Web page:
Seven ways SMEs can be innovative

Office workers using tech
Bright future: new technology can help to motivate staff and make your business more efficient Credit: Getty


As the success of the UK’s financial technology sector shows, small and medium-sized businesses have an advantage when it comes to adapting to new technology: they’re quick on their feet.

Leveraging new technology as fast and efficiently as possible can help these companies grow and maintain a skilled, coherent workforce. Here are some innovative things to try.

1. Gamification

For motivation

The recent Pokemon Go craze shows just how motivating we find playing games, and using this motivation in the workplace can pep up your employees too.

Called Enterprise Gamification, it’s not about cute video game characters, but about using technology such as the GamEffective workplace platform to set up personalised goals and benchmarks for staff. This can help ensure employees are motivated to perform well.

2. New payment technology

For money-savng

Fintech is changing the way small businesses handle payments, particularly across borders. They are moving payments away from banks, allowing businesses to handle invoices, processing and payment gateways under one roof. Payment platforms such as WU Edge from Western Union can save small businesses money and allow them to transact across borders as easily as within the UK.

3. Wearables 

For health and motivation

Wearable devices such as the Apple Watch and Fitbit are well known in the leisure space, but workplaces can use them too. Experts have suggested many uses for wearables, including monitoring the health of employees or ensuring that they are kept safe on the road.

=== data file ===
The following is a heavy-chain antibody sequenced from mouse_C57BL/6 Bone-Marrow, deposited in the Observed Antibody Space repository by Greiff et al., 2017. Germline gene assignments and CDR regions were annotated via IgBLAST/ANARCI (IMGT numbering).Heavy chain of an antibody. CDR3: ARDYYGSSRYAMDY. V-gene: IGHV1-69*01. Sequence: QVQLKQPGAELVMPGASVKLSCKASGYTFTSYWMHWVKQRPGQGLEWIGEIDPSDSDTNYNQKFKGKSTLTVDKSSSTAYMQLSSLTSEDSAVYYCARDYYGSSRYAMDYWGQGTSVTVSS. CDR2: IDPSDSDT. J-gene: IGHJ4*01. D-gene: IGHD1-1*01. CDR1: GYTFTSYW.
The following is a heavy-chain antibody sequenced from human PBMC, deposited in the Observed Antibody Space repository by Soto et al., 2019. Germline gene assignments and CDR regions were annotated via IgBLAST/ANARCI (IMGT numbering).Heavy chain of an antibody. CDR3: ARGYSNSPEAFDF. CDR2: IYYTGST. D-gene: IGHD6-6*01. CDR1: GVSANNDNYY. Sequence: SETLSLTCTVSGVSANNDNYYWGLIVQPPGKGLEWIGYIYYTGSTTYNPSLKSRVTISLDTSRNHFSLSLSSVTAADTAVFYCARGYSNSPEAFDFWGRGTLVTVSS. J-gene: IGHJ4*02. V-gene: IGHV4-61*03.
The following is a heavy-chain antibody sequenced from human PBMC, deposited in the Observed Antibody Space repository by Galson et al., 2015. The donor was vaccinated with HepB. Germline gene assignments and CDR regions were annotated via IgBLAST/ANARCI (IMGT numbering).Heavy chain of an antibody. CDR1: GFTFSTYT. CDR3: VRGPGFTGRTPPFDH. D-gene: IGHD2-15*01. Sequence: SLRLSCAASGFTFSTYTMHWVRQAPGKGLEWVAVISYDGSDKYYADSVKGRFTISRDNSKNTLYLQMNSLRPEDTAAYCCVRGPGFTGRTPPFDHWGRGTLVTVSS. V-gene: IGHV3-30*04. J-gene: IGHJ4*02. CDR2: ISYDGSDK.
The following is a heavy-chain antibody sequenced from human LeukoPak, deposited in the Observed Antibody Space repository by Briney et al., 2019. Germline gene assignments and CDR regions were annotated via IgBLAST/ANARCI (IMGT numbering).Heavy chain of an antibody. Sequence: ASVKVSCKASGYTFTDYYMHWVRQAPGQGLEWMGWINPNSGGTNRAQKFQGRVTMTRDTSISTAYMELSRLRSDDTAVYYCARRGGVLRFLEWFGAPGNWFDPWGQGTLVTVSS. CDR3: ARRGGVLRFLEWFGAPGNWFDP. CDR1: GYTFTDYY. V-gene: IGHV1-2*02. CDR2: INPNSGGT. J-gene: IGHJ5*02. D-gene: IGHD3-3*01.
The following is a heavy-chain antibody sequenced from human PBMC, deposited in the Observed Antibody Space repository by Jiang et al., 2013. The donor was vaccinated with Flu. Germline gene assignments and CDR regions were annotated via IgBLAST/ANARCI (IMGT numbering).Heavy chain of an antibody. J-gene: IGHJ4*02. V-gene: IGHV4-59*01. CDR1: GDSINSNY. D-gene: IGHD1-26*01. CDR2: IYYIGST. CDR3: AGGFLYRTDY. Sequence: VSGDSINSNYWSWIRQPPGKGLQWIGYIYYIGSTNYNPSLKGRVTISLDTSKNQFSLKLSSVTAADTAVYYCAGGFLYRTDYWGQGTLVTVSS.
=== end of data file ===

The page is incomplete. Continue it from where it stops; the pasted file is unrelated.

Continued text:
This technology is in use at Swedish co-working space Epicenter, where employees can opt to have a chip implanted that allows them to get in and out of the building, set alarms and collect loyalty points. Businesses such as oil giant BP use Fitbit trackers as part of an incentive system for some employees, with experts suggesting many more will follow.1

4. Virtual Reality 

For training and design

With experts predicting a huge growth in the virtual reality space by 20182, using VR tools can transform the way you train employees, as well as having implications for industrial design.

Technology giant Samsung recently introduced VR training for its employees, to help them get used to the manufacturing process before working on the actual production line3. Smaller companies use the same technology for cheaper product prototypes and training.

5. Remote Working 

For cost-cutting and team-building

Technology allows you to pull a team together from around the globe, wherever you can find the skills. Take a leaf out of Basecamp’s book – the company has 50 employees spread across 32 cities worldwide.4 The software company develops online collaboration software, which helps teams get things done together even when they are apart.

For your business, video conferencing, software and virtual reality – as well as a decent back office system for payroll – means you can manage a team around the world.

6. Hackathons 

For new ideas and recruitment

When even the 2016 FinTech Week holds its own hackathon, you know these programming competitions have entered the mainstream. These competitions bring together talented developers competing for a reward. Running a hackathon is a great way to find top talent and new business ideas, as well as integrate yourself within the wider technology community.

7. Green technology 

For bill cutting

High energy bills? Technology can help your smart office runs for less, using sensors that ensure that lights are switched off when you leave the building and that the heating isn’t on too high. Electronic forms can also cut the costs of printing and toner.

Technology can also help you cut your energy bills by ensuring you don’t have more desks than you need. Hot-desking is becoming the norm in many businesses, and a reduced office space costs less. With today’s communication and collaboration tools, it’s possible to run a large business from a kitchen table, and save on rent.

Sources: 1 Gartner; 2 Inc.; 3 Pulse; 4 Basecamp


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